Rationale: The evidence for an effect of breastfeeding on lung function is conflicting, in particular whether the effect is modified by maternal asthma.
Objectives: To explore the association between breastfeeding and school-age lung function.
Methods: In the Leicestershire Cohort Studies we assessed duration of breastfeeding (not breastfed, ≤3 months, 4-6 months, and >6 months), other exposures, and respiratory symptoms by repeated questionnaires. Post-bronchodilator FVC, FEV(1), peak expiratory flow (PEF), forced midexpiratory flow (FEF(50)), and skin prick tests were measured at age 12 years. We performed multivariable linear regression and tested potential causal pathways (N = 1,458).
Measurements and main results: In the entire sample, FEF(50) was higher by 130 and 164 ml in children breastfed for 4 to 6 months and longer than 6 months, respectively, compared with those not breastfed (P = 0.048 and 0.041), with larger effects if the mother had asthma. FVC and FEV(1) were associated with breastfeeding only in children of mothers with asthma (P for interaction, 0.018 and 0.008): FVC was increased by 123 and 164 ml for those breastfed 4 to 6 months or longer than 6 months, respectively (P = 0.177 and 0.040) and FEV(1) was increased by 148 and 167 ml, respectively (P = 0.050 and 0.016). Results were unchanged after adjustment for respiratory infections in infancy and asthma and atopy in the child.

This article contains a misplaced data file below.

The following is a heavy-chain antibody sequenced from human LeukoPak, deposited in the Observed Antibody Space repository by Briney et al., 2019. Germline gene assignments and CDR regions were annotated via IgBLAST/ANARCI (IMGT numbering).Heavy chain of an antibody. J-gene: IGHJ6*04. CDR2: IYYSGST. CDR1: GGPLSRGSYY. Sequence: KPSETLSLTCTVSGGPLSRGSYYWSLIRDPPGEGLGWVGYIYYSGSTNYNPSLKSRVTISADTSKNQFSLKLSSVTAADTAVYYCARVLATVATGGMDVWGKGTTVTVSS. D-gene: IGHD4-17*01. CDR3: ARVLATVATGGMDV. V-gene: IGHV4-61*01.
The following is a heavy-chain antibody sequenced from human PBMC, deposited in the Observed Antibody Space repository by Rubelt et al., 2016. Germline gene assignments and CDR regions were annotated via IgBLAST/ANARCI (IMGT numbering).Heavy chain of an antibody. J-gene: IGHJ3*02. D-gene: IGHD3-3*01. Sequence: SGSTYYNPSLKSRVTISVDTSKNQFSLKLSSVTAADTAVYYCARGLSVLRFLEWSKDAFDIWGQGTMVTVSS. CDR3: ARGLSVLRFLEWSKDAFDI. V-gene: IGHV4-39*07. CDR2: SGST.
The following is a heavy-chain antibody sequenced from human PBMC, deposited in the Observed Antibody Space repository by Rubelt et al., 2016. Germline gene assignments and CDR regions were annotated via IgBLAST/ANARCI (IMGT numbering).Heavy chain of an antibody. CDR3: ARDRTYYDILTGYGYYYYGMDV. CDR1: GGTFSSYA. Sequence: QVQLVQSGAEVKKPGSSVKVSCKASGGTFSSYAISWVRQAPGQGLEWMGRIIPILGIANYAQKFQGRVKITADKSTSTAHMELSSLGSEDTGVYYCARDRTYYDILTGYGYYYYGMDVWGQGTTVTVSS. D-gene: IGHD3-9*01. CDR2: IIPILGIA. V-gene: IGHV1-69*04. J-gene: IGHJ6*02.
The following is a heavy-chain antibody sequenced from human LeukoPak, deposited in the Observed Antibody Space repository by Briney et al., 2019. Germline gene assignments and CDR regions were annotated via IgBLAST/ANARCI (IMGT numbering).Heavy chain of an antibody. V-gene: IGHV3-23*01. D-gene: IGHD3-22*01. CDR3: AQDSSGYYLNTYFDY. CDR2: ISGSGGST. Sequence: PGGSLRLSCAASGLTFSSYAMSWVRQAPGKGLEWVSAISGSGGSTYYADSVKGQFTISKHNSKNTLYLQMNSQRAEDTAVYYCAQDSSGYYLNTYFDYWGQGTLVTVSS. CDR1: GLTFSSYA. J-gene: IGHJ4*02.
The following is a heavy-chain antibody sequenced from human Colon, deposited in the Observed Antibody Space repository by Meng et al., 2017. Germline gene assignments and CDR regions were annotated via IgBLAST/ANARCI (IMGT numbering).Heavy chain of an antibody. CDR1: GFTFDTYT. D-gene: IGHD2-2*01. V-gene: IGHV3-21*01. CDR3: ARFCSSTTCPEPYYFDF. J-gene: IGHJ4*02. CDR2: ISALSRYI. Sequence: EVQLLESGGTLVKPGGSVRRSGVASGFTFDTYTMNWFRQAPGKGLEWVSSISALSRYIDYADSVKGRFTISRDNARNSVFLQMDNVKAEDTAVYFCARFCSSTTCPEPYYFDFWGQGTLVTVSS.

Conclusions: In this cohort, breastfeeding for more than 4 months was associated with increased FEF(50) and, in children of mothers with asthma, with increased FEV(1) and FVC. It seems that the effect is not mediated via avoidance of early infections or atopy but rather through a direct effect on lung growth.